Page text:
Wartime Jeep AxleDriving, small adjustments, and Wartime Axles!

It’s been a lot of fun driving the Jeep around the neighborhood the last week, and little projects continue to improve the Jeep! Plus, I get a pair of wartime Jeep axles!

As posted earlier in the week, here’s a look at the Jeep when I took her to the local park. At the time, it was the furthest I’d gone with her yet. Aside from getting the markings applied, she looks all finished!

But, at this point, she’s technically not street legal. She is insured and has a license plate, but the registration wasn’t caught up and had some fines. I went to the DMV not long after this drive and stood in line for a while to get it all sorted out. It took a bit and having to talk to a manager to get some of the fees reduced, but I finally walked out with a street-legal Jeep!

I then ordered a special magnetic and rubberized license plate holder for the Jeep. The screws are recessed in the holder, so with the rubber coating, it doesn’t scratch the Jeep. It also is pretty darn strong, so I’m not worried about it falling off. Perfect for throwing it on the back of the Jeep (which is metal) and then taking it off at shows and events. (This photo shows the back of the plate with the holder attached, the numbers are blurred)

With the license plate added and the Jeep legal on the streets, I took it to the nearby grocery store over last weekend to get some items! It was the first time I’ve driven the Jeep on non-residential streets and with traffic signals.

It was fun taking the Jeep out in public and parking it in a public parking area! The blurred area under the Jerry can is the license plate that’s magnetically held on.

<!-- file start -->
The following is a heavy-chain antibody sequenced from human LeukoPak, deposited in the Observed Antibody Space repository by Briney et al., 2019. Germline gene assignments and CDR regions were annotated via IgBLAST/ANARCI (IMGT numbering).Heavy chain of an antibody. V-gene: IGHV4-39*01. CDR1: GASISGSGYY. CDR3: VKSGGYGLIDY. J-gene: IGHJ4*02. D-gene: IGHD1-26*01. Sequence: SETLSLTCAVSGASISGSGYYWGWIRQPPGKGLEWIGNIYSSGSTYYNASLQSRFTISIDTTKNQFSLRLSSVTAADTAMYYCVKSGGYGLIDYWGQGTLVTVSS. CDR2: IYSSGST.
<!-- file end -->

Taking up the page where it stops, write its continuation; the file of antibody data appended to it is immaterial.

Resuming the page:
One thing I did notice during one of the longer drives was that I was getting coolant coming out the overflow tube (seen to the left coming out of the cap). It was decided I either 1) had too much coolant in the engine, or 2) had a bad radiator cap. I had been meaning to exchange the radiator cap to a new GPW f stamped one, so this made me go ahead and order one. Here’s the cap I originally had (left) and the new GPW cap (right).

It came from Peter Debella Jeep Parts via eBay in this nice box.

It also came with a new gasket, which mine didn’t even have to begin with.

Here’s the new cap all tightened on. After driving the Jeep, I noticed the cap was slightly leaking a little. So it’s possible it’s actually just overfilled (and perhaps not on tight enough).

Here’s a close up look at the small F stamp on the cap.

Another thing I wanted to do was make sure I have tools I could keep with the Jeep no matter where I can just in case anything goes wrong. I took a trip to the local Harbor Freight Tools and picked up some hardware, like this mini ratchet set, to put in the tool bag. I took out the most common sizes on the Jeep (9/16, 5/16, 1/2, 3/8, #10, etc) to include.

I also got a double-ended wrench set and a nice foldable tire iron. I’ll add a small hammer, screwdriver, and some other small items eventually. They all fit nicely in the reproduction WW2 tool bag.

After driving the Jeep for several days now, I decided I wanted to attempt to save the paint job in the Jeep from getting scratched or super dirty. I had an idea for floor mats made out of the plastic you put on carpet for rolling chairs. I took some butcher paper and made a template with a sharpie, then I unrolled the plastic over it to transfer the sharpie.

I then carefully cut it out and test fitted it in the Jeep. Fits perfect! Sadly, I should have just stopped here. But I decided to make it look better.